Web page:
So far two of the three LEP places have been taken up by named representatives. One is Sarah Windrum, founder and CEO of Warwickshire technology company The Emerald Group, on behalf of the Coventry and Warwickshire LEP. The other is Black Country LEP Board Member Paul Brown, Director of Government Services for Ernst & Young, a global accountancy company.
The issue of potential conflicts of interest is particularly relevant in the case of Paul Brown. Ernst & Young is one of the world’s big four accountancy firms with annual global revenues of $28.7bn in 2015, $2bn of it from the UK. The presence of a senior executive of Ernst and Young on the WMCA Scrutiny committee raises a fundamental question of potential conflicts of interest.
In the UK, as Ernst and Young’s website says, it is closely involved in the formulation and delivery of policy “across a wide range of central Government departments”. Given the controlling role of government in the WMCA it is inevitable that Paul Brown, as Director of Government Services, would be exercising scrutiny on behalf of the CA over policies which his employer, Ernst and Young, would have been involved in formulating and delivering. It could also be the case that Ernst and Young is, or could be in future, carrying out work for the Councils which make up the WMCA, and even for the WMCA itself.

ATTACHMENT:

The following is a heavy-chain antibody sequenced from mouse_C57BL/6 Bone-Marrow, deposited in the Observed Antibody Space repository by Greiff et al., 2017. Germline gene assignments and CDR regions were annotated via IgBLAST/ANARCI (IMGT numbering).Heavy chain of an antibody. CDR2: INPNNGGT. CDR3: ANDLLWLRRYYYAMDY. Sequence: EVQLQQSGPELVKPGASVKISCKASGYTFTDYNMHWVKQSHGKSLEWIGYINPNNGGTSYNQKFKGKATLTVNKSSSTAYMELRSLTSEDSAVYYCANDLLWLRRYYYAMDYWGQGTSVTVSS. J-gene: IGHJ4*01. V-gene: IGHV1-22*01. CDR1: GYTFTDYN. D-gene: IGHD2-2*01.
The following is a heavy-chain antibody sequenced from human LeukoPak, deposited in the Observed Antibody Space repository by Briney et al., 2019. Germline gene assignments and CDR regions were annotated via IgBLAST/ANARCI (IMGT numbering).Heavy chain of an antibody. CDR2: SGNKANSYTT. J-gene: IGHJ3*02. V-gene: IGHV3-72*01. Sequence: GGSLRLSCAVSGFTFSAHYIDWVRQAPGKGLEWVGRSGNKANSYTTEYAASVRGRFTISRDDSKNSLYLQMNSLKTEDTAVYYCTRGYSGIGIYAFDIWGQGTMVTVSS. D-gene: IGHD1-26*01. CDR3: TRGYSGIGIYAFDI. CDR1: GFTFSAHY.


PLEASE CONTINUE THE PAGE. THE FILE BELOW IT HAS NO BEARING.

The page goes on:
Will Scrutiny challenge the economic agenda of the WMCA?
There is another sense in which there is a conflict of interest. Ernst and Young is one of the accountancy and consultancy companies at the heart of the neoliberal economy. It is committed to neoliberal economic policies which create huge inequalities of wealth in society. According to the Independent (27 January 2016),